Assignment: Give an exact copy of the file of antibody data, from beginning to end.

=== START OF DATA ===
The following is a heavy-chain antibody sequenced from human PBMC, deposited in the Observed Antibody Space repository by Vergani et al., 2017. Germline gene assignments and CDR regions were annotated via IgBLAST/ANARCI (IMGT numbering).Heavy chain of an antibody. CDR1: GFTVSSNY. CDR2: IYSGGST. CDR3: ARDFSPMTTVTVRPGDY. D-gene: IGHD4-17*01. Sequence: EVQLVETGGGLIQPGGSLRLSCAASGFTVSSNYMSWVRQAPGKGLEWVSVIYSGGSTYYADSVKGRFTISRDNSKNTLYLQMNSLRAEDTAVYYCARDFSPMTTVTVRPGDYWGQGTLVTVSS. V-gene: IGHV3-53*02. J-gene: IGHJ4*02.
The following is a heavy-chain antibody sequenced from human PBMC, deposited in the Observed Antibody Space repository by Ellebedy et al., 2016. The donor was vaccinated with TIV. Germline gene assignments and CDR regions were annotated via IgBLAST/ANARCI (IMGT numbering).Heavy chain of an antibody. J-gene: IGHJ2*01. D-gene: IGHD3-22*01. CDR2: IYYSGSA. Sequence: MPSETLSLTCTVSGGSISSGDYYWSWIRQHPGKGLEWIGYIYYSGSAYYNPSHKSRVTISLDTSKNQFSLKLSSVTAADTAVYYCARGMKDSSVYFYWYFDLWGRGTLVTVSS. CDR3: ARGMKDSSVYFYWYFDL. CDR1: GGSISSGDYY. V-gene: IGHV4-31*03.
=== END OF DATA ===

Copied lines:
The following is a heavy-chain antibody sequenced from human PBMC, deposited in the Observed Antibody Space repository by Vergani et al., 2017. Germline gene assignments and CDR regions were annotated via IgBLAST/ANARCI (IMGT numbering).Heavy chain of an antibody. CDR1: GFTVSSNY. CDR2: IYSGGST. CDR3: ARDFSPMTTVTVRPGDY. D-gene: IGHD4-17*01. Sequence: EVQLVETGGGLIQPGGSLRLSCAASGFTVSSNYMSWVRQAPGKGLEWVSVIYSGGSTYYADSVKGRFTISRDNSKNTLYLQMNSLRAEDTAVYYCARDFSPMTTVTVRPGDYWGQGTLVTVSS. V-gene: IGHV3-53*02. J-gene: IGHJ4*02.
The following is a heavy-chain antibody sequenced from human PBMC, deposited in the Observed Antibody Space repository by Ellebedy et al., 2016. The donor was vaccinated with TIV. Germline gene assignments and CDR regions were annotated via IgBLAST/ANARCI (IMGT numbering).Heavy chain of an antibody. J-gene: IGHJ2*01. D-gene: IGHD3-22*01. CDR2: IYYSGSA. Sequence: MPSETLSLTCTVSGGSISSGDYYWSWIRQHPGKGLEWIGYIYYSGSAYYNPSHKSRVTISLDTSKNQFSLKLSSVTAADTAVYYCARGMKDSSVYFYWYFDLWGRGTLVTVSS. CDR3: ARGMKDSSVYFYWYFDL. CDR1: GGSISSGDYY. V-gene: IGHV4-31*03.